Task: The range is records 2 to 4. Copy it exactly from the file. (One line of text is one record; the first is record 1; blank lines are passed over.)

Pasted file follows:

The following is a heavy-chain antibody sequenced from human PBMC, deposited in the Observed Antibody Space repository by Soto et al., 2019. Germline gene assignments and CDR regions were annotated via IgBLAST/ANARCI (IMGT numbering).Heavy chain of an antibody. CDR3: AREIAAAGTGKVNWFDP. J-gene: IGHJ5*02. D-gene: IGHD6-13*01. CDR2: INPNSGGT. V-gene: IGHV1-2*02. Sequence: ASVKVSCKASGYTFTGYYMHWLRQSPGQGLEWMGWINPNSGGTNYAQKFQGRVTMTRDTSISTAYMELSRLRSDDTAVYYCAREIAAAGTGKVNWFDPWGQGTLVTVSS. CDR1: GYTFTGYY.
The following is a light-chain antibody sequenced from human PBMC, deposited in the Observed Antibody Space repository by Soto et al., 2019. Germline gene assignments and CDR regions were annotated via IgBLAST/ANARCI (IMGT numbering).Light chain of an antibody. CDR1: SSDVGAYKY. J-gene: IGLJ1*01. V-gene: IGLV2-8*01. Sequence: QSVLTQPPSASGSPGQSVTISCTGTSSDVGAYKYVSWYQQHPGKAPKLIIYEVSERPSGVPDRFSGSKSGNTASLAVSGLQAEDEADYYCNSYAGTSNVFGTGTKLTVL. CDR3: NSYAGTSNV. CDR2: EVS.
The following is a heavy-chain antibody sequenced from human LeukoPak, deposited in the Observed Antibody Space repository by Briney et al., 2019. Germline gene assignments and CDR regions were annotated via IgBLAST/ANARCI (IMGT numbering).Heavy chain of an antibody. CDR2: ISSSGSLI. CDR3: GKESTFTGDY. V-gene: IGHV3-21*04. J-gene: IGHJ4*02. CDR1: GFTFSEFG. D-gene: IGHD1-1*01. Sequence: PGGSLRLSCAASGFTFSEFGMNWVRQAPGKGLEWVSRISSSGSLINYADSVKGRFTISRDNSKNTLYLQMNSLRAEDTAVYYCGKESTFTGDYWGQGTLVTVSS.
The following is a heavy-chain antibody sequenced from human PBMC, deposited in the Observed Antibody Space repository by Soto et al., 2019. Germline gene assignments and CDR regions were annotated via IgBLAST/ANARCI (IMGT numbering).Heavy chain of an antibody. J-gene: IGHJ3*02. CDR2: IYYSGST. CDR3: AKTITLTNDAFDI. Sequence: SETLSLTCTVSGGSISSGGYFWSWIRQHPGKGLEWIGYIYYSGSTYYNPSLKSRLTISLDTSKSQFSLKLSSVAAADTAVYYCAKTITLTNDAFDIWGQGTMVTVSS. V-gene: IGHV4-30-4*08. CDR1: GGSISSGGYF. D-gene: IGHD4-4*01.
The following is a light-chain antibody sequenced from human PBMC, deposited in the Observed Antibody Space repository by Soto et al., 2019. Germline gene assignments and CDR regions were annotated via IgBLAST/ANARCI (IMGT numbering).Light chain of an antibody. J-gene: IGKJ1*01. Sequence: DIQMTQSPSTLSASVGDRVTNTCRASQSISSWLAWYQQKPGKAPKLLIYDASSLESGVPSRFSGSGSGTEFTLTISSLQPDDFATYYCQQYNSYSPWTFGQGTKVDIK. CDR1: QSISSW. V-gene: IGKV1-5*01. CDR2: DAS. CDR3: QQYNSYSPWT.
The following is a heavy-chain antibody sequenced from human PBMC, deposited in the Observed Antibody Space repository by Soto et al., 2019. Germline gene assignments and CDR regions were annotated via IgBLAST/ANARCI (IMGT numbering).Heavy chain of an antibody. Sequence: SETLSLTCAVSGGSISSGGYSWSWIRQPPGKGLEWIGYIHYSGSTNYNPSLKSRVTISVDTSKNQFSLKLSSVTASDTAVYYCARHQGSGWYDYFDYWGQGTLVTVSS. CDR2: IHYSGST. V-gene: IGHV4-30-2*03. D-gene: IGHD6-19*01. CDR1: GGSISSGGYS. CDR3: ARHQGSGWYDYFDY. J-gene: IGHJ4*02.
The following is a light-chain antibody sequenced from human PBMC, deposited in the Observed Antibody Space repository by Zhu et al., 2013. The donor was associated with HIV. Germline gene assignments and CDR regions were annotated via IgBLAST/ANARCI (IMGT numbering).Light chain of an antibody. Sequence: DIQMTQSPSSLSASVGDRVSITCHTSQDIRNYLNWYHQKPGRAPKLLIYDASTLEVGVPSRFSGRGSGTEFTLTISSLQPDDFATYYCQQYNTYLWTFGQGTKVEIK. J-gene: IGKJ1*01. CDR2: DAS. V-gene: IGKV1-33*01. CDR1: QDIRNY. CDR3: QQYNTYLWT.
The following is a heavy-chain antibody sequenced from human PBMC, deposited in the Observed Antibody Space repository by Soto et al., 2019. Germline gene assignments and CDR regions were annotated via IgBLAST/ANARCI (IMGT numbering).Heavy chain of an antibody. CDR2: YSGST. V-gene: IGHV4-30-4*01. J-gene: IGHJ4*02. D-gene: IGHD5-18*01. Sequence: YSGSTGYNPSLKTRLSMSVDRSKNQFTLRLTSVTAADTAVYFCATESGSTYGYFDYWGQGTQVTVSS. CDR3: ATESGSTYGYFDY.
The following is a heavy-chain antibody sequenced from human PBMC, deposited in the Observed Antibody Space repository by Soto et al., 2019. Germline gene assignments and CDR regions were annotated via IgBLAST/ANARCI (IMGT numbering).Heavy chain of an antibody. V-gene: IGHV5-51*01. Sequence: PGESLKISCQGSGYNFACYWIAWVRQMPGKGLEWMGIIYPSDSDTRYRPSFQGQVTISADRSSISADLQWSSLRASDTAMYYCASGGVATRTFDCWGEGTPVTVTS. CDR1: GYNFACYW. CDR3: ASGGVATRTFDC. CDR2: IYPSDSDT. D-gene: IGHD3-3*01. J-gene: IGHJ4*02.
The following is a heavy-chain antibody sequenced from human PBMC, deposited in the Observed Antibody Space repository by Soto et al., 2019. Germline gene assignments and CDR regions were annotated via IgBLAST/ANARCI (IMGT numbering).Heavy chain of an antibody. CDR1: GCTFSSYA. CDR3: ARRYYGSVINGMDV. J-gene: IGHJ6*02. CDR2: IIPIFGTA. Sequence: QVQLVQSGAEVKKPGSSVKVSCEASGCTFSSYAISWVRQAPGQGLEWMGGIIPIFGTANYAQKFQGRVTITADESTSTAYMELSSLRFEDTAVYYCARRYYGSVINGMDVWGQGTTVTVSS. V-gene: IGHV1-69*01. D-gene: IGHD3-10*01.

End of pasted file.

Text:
The following is a light-chain antibody sequenced from human PBMC, deposited in the Observed Antibody Space repository by Soto et al., 2019. Germline gene assignments and CDR regions were annotated via IgBLAST/ANARCI (IMGT numbering).Light chain of an antibody. CDR1: SSDVGAYKY. J-gene: IGLJ1*01. V-gene: IGLV2-8*01. Sequence: QSVLTQPPSASGSPGQSVTISCTGTSSDVGAYKYVSWYQQHPGKAPKLIIYEVSERPSGVPDRFSGSKSGNTASLAVSGLQAEDEADYYCNSYAGTSNVFGTGTKLTVL. CDR3: NSYAGTSNV. CDR2: EVS.
The following is a heavy-chain antibody sequenced from human LeukoPak, deposited in the Observed Antibody Space repository by Briney et al., 2019. Germline gene assignments and CDR regions were annotated via IgBLAST/ANARCI (IMGT numbering).Heavy chain of an antibody. CDR2: ISSSGSLI. CDR3: GKESTFTGDY. V-gene: IGHV3-21*04. J-gene: IGHJ4*02. CDR1: GFTFSEFG. D-gene: IGHD1-1*01. Sequence: PGGSLRLSCAASGFTFSEFGMNWVRQAPGKGLEWVSRISSSGSLINYADSVKGRFTISRDNSKNTLYLQMNSLRAEDTAVYYCGKESTFTGDYWGQGTLVTVSS.
The following is a heavy-chain antibody sequenced from human PBMC, deposited in the Observed Antibody Space repository by Soto et al., 2019. Germline gene assignments and CDR regions were annotated via IgBLAST/ANARCI (IMGT numbering).Heavy chain of an antibody. J-gene: IGHJ3*02. CDR2: IYYSGST. CDR3: AKTITLTNDAFDI. Sequence: SETLSLTCTVSGGSISSGGYFWSWIRQHPGKGLEWIGYIYYSGSTYYNPSLKSRLTISLDTSKSQFSLKLSSVAAADTAVYYCAKTITLTNDAFDIWGQGTMVTVSS. V-gene: IGHV4-30-4*08. CDR1: GGSISSGGYF. D-gene: IGHD4-4*01.